Tuesday, September 24, 2013

Carl Barnes and Glass Gem Corn

….. truly an inspiration to all who save seeds.

A stunning variety selected by Carl Barnes, a part-Cherokee farmer and breeder, from several traditional corn varieties. Produces a diversity of gorgeous translucent, jewel-colored ears, each one unique. A popcorn, the kernels may be ground into cornmeal or popped….

image

…..For millennia, people have elegantly interacted with the plants that sustain them through careful selection and seed saving. This process, repeated year after year, changes and adapts the plants to take on any number of desirable characteristics, from enhanced color and flavor to disease resistance and hardiness.

The bounty of genetic diversity our ancestral farmers and gardeners created in this way was shared and handed down across generations. But under today’s industrial agricultural paradigm of monocropping, GMOs, and hybrid seeds, this incredible diversity has been narrowed to a shred of its former abundance. A 1983 study compared the seed varieties found in the USDA seed bank at the time with those available in commercial seed catalogs in 1903. The results were striking.

Of the 408 different tomato varieties on the market at the turn of the century, less than 80 were present in the USDA collection. Similarly, lettuces that once flourished with 497 heirloom varieties were only represented by 36 varieties. The same held true for most other veggies including sweet corn, of which only a dozen cultivars were preserved out of 307 unique varieties once available in the catalogs. Though this data leaves some questions around actual diversity decline, the trend toward dwindling crop diversity is alarming. In just a few generations, both the time-honored knowledge of seed saving and many irreplaceable seeds are in danger of disappearing.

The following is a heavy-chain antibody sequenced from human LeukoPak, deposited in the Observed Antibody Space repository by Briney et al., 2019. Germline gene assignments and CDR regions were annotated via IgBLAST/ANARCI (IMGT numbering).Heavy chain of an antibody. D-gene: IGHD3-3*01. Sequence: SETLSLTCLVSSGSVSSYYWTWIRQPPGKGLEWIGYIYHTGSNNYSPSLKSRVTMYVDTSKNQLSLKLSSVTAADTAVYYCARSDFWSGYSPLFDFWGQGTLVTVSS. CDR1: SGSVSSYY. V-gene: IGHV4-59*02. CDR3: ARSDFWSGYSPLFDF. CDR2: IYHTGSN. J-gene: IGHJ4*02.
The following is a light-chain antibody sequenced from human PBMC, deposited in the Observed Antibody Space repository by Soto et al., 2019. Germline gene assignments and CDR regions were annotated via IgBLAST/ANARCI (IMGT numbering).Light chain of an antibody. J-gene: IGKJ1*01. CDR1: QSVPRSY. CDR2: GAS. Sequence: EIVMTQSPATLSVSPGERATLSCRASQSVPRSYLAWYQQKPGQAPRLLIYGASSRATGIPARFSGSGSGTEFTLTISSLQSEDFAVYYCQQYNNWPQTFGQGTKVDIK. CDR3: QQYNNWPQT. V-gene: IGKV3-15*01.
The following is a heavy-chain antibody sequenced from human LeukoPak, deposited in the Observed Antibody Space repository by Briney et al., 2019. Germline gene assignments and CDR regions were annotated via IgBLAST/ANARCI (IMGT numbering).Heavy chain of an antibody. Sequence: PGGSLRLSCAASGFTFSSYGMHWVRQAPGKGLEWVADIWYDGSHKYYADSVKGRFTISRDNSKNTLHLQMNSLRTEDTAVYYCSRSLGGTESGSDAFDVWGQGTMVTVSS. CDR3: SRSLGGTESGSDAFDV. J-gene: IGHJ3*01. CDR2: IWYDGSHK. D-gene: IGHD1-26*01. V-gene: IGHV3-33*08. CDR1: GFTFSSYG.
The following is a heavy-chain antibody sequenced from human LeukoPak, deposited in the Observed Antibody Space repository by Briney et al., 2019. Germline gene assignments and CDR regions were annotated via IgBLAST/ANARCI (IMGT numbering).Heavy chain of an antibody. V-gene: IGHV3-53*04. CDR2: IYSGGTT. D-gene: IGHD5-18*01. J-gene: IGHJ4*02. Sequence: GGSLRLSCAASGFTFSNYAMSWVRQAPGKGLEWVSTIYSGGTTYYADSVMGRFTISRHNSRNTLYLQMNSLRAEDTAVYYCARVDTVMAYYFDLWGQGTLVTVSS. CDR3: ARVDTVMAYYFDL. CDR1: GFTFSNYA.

Though much of this diversity may be gone, all hope is not lost. The emergence of a breathtaking heirloom variety like Glass Gem reveals that the art and magic of seed saving lives on. It reminds us that we can return to this age-old practice and restore beauty, wonder, and abundance to our world. Indeed, this renaissance is already underway. The rising seed library movement is encouraging local gardeners to become crop breeders and empowering communities to reclaim sovereignty over their food. Our pioneering Seed School program at Native Seeds/SEARCH is training people from all walks of life in building sustainable local seed systems rooted in ancient traditions. And as eye-popping images of Glass Gem continue to spread around the world, Carl Barnes’ kaleidoscopic corn has become a beacon—and perhaps an inspiring symbol—for the global seed-saving revival….

Copied from “Native Seeds”, an American native seed company.

Photo: Thank you for the new Glass Gem Corn photo from Seed Freedom.  Seeds available from Native Seeds/SEARCH:  http://shop.nativeseeds.org/collections/corn-popcorn/products/ts363

2 comments:

africanaussie said...

oh that corn is beautiful! I love saving seeds - it just feels like closing the loop.

Raymondo said...

The colours are stunning. Pity that home gardeners cannot import corn.